Dems want to tighten limits on federal aid to for-profit colleges

A number of Senate Democrats want to require for-profit colleges to get a greater percent of their revenue from non-taxpayer dollars.

Democratic Sens. Elizabeth WarrenElizabeth Ann WarrenDNC punts on measure to reduce role of corporate PAC money Bill Maher to Dems: ‘Let’s not eat our own’ in 2020 Newsom endorses Kamala Harris for president MORE (Mass.), Dick DurbinRichard (Dick) Joseph DurbinTrump praises law enforcement response to shooting at Illinois business Five dead in shooting at manufacturing plant in Aurora, Illinois ‘Contingency’ spending in 3B budget deal comes under fire MORE (Ill.), Richard Blumenthal (Conn.) and Jack ReedJohn (Jack) Francis ReedPapering over climate change impacts is indefensible Why Democrats are pushing for a new nuclear policy GOP chairman: US military may have to intervene in Venezuela if Russia does MORE (R.I.) are backing legislation that would require for-profit colleges to get 15 percent of their revenue from non-federal sources. 

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Currently for-profit institutions can get 90 percent of their revenue from taxpayer dollars and 10 percent from non-payer sources, in what is known as the 90-10 rule.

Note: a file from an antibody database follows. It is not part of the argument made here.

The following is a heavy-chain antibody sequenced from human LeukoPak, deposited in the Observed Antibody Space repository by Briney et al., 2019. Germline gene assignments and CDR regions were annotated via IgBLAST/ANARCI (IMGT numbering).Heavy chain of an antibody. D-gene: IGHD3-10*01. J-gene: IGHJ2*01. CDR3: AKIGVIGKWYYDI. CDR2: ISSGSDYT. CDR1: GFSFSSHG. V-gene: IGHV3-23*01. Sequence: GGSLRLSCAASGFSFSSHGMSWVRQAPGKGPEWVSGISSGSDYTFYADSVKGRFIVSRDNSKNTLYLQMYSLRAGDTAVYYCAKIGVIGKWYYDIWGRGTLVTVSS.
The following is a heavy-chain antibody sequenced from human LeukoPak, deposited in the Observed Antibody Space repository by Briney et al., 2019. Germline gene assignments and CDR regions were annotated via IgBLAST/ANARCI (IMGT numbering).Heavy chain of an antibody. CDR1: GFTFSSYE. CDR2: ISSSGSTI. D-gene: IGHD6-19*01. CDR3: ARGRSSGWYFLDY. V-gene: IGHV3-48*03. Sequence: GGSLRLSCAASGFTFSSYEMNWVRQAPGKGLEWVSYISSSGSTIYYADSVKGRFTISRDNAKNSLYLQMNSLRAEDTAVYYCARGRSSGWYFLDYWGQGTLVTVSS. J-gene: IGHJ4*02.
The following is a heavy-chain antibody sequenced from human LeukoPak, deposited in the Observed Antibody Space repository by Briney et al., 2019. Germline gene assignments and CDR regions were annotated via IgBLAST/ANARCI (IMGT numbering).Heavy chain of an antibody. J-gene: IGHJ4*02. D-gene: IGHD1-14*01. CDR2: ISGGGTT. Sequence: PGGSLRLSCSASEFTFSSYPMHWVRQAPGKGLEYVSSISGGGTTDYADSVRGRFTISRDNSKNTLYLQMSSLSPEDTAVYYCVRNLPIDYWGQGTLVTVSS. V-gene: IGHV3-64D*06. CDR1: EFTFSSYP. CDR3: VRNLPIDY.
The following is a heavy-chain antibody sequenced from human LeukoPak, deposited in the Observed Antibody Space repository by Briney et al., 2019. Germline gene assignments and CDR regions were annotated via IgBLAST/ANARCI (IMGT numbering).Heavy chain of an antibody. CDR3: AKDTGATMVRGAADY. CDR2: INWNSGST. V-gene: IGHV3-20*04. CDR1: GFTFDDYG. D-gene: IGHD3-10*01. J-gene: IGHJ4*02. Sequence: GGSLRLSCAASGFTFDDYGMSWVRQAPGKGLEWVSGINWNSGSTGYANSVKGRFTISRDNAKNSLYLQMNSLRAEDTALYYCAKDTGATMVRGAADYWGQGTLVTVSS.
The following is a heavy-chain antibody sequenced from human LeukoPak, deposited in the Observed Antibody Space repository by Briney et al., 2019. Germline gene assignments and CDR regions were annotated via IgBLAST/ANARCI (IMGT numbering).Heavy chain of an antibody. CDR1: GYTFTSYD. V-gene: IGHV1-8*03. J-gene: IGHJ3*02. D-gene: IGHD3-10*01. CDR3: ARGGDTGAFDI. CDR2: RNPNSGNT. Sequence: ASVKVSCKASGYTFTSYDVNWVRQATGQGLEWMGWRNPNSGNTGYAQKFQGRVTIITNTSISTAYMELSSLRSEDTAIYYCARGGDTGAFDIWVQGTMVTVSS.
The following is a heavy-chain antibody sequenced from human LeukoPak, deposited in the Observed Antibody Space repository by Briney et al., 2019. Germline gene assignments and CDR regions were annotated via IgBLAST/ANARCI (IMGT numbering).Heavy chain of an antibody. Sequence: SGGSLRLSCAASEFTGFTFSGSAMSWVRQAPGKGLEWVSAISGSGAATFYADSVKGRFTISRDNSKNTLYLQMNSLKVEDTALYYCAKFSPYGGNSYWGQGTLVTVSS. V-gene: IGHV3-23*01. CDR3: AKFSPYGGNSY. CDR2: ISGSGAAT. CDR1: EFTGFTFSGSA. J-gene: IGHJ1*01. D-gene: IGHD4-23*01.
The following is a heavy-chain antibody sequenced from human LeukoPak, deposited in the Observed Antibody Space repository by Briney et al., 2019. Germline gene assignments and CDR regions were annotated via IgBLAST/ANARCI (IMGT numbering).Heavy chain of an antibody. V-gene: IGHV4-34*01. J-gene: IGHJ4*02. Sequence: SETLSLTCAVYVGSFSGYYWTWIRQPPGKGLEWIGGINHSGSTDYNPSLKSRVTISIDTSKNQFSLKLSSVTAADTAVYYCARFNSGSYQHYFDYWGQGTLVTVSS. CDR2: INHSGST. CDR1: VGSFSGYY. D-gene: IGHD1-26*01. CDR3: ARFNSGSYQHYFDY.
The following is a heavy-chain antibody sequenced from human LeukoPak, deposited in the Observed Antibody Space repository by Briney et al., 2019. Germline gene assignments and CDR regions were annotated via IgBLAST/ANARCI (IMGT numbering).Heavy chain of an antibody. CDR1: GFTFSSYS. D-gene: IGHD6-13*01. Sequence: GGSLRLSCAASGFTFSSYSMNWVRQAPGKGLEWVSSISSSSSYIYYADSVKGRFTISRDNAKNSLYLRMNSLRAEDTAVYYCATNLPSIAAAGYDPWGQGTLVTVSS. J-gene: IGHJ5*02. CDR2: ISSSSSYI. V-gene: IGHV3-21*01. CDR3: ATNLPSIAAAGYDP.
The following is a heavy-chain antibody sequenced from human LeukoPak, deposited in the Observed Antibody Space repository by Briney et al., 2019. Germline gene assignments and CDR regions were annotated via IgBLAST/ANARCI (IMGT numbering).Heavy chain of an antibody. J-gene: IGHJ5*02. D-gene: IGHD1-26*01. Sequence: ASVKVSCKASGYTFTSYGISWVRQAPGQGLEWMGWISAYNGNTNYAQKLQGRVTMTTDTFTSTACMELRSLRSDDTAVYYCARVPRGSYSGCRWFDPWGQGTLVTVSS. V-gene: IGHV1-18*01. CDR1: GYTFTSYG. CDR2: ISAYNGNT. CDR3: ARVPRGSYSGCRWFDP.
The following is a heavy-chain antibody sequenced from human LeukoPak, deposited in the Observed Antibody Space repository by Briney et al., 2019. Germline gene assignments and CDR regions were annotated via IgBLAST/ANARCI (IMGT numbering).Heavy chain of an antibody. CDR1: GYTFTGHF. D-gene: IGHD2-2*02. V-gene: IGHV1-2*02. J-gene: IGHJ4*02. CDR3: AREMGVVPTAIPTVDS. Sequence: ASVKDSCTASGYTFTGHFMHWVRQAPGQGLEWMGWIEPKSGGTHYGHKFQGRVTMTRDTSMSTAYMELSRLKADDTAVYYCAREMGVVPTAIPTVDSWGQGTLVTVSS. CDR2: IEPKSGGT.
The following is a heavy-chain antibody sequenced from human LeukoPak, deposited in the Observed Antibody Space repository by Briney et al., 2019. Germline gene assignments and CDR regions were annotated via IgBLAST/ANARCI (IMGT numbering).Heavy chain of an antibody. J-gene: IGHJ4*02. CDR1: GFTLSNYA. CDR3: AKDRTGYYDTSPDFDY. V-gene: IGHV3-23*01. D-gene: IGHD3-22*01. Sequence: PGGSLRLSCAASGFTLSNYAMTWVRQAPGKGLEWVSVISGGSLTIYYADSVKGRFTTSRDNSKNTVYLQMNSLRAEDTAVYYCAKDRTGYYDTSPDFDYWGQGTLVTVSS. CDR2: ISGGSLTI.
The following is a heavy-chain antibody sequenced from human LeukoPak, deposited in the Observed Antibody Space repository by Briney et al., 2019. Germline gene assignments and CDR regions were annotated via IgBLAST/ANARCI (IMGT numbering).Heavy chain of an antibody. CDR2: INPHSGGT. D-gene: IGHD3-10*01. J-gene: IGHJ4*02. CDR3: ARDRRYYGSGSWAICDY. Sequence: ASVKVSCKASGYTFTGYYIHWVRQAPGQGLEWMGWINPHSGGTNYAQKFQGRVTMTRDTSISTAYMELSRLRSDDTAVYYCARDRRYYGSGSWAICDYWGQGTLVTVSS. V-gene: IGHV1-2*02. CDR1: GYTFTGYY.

Durbin said that the ratio "allows far too much federal money to funnel to an industry that often provides a greater return on taxpayer investment to its administrators and investors than it does to its students."

The legislation would also require that federal aid for veterans and military benefits—including the G.I. bill and tuition assistance from the Pentagon—is classified as federal aid under the 90-10 rule.

Currently for-profit institutions can count that aid as non-taxpayer dollars, which Warren argued allows veterans and troops to be "targeted" by "predatory for-profit colleges."

“The POST Act will tighten the rules and help protect veterans by closing the loophole that permits for-profit schools to prey on our service members," she added. 

The legislation would also increase penalties for institutions, including that for-profit colleges would lose access to federal student aid programs after not complying with the new 85-15 rule for a year. 

Durbin has repeatedly criticized for-profit colleges from the Senate floor this year, suggesting that they are targeting veterans and service members. That criticism intensified after Corinthian Colleges shuttered this year after an almost $30 million fine from the Department of Education over accusations that it misled students on job prospects. 

Sen. John McCainJohn Sidney McCainPence met with silence after mentioning Trump in Munich speech Mark Kelly's campaign raises over M in days after launching Senate bid The Hill's 12:30 Report — Presented by Kidney Care Partners — Lawmakers wait for Trump's next move on border deal MORE (R-Ariz.), however, shot back at Durbin during a fiery floor speech last month, saying that the Illinois Democrat has a "well-known record" of not supporting troops and a "vendetta against for-profit universities."